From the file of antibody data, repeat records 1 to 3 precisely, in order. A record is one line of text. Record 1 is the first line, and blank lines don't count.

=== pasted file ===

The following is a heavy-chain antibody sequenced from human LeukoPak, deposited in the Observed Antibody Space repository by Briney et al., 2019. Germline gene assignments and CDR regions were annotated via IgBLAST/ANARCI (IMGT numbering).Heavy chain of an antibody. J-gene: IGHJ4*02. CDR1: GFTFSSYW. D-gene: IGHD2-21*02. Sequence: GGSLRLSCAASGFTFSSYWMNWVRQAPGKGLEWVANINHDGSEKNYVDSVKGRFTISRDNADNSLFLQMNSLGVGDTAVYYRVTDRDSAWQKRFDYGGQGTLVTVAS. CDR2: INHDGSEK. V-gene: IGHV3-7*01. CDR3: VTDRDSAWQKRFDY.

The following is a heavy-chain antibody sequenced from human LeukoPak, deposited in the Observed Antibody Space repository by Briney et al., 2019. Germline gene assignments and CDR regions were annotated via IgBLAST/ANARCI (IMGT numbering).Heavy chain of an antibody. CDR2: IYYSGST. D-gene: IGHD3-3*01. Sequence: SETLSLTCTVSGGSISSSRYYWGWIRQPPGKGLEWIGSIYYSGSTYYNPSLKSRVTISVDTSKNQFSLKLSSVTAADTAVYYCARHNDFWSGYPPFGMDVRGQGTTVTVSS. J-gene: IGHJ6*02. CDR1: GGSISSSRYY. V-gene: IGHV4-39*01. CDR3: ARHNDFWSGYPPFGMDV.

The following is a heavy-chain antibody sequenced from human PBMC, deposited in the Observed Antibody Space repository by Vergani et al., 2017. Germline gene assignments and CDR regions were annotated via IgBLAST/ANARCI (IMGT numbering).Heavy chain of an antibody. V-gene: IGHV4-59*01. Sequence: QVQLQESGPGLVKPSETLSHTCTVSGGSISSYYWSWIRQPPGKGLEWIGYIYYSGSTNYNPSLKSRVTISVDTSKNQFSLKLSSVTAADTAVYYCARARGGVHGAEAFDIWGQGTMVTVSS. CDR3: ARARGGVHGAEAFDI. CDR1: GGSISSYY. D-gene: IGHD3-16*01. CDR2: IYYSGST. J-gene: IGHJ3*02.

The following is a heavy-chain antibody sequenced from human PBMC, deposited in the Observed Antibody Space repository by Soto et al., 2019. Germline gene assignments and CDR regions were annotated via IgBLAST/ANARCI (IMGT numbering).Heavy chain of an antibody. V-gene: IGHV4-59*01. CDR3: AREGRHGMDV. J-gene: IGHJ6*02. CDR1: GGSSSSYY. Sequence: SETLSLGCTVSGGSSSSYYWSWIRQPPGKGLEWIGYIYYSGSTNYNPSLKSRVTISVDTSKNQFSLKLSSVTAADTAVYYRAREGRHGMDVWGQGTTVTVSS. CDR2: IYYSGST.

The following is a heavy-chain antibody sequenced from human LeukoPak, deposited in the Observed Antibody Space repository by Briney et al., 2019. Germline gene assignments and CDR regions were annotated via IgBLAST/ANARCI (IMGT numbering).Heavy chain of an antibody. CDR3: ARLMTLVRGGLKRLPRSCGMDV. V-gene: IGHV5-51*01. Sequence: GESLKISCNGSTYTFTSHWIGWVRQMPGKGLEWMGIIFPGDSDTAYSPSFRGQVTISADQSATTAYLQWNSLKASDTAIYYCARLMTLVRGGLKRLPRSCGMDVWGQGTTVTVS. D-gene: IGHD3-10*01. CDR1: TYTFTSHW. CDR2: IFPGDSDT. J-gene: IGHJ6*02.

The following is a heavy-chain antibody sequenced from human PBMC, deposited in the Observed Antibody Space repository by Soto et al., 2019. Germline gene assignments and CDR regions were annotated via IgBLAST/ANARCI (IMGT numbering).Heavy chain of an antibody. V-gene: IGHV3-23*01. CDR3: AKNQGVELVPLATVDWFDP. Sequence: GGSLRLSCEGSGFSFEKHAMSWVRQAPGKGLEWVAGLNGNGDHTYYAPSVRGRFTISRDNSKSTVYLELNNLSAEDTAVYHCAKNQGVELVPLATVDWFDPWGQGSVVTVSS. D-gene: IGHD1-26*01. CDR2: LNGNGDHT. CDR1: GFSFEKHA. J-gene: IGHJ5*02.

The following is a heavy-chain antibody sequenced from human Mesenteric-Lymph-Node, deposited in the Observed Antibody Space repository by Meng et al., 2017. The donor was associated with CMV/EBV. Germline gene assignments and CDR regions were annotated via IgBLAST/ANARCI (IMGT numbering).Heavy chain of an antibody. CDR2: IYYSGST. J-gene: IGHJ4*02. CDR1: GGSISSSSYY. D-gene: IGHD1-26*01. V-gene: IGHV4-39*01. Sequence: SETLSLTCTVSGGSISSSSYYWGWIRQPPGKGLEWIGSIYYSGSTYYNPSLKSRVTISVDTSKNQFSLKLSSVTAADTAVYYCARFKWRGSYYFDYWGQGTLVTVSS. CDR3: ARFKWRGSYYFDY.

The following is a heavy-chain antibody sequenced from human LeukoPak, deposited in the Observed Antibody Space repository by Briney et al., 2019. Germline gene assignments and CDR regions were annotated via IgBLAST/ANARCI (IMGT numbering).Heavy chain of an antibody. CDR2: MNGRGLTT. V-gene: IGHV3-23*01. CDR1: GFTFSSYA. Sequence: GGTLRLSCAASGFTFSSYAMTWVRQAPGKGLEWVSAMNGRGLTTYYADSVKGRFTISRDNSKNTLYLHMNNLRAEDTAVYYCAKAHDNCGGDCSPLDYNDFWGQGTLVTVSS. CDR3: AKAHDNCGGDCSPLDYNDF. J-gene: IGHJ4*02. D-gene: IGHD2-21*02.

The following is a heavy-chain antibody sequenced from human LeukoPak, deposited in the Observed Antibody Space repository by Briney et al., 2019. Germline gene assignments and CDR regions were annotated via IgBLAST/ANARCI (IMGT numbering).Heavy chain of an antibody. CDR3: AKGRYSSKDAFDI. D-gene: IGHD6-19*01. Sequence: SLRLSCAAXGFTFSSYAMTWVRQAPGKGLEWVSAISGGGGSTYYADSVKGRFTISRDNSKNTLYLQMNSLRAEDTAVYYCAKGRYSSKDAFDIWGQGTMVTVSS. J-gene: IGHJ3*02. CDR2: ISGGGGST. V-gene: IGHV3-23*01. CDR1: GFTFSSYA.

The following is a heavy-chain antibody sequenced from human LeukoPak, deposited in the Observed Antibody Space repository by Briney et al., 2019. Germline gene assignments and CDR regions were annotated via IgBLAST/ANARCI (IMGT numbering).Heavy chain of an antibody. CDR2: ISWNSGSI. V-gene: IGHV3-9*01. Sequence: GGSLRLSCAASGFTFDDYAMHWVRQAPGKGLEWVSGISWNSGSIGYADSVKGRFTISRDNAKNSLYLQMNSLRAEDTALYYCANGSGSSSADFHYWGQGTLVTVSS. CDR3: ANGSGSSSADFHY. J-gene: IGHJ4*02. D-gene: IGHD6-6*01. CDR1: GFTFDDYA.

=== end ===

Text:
The following is a heavy-chain antibody sequenced from human LeukoPak, deposited in the Observed Antibody Space repository by Briney et al., 2019. Germline gene assignments and CDR regions were annotated via IgBLAST/ANARCI (IMGT numbering).Heavy chain of an antibody. J-gene: IGHJ4*02. CDR1: GFTFSSYW. D-gene: IGHD2-21*02. Sequence: GGSLRLSCAASGFTFSSYWMNWVRQAPGKGLEWVANINHDGSEKNYVDSVKGRFTISRDNADNSLFLQMNSLGVGDTAVYYRVTDRDSAWQKRFDYGGQGTLVTVAS. CDR2: INHDGSEK. V-gene: IGHV3-7*01. CDR3: VTDRDSAWQKRFDY.

The following is a heavy-chain antibody sequenced from human LeukoPak, deposited in the Observed Antibody Space repository by Briney et al., 2019. Germline gene assignments and CDR regions were annotated via IgBLAST/ANARCI (IMGT numbering).Heavy chain of an antibody. CDR2: IYYSGST. D-gene: IGHD3-3*01. Sequence: SETLSLTCTVSGGSISSSRYYWGWIRQPPGKGLEWIGSIYYSGSTYYNPSLKSRVTISVDTSKNQFSLKLSSVTAADTAVYYCARHNDFWSGYPPFGMDVRGQGTTVTVSS. J-gene: IGHJ6*02. CDR1: GGSISSSRYY. V-gene: IGHV4-39*01. CDR3: ARHNDFWSGYPPFGMDV.

The following is a heavy-chain antibody sequenced from human PBMC, deposited in the Observed Antibody Space repository by Vergani et al., 2017. Germline gene assignments and CDR regions were annotated via IgBLAST/ANARCI (IMGT numbering).Heavy chain of an antibody. V-gene: IGHV4-59*01. Sequence: QVQLQESGPGLVKPSETLSHTCTVSGGSISSYYWSWIRQPPGKGLEWIGYIYYSGSTNYNPSLKSRVTISVDTSKNQFSLKLSSVTAADTAVYYCARARGGVHGAEAFDIWGQGTMVTVSS. CDR3: ARARGGVHGAEAFDI. CDR1: GGSISSYY. D-gene: IGHD3-16*01. CDR2: IYYSGST. J-gene: IGHJ3*02.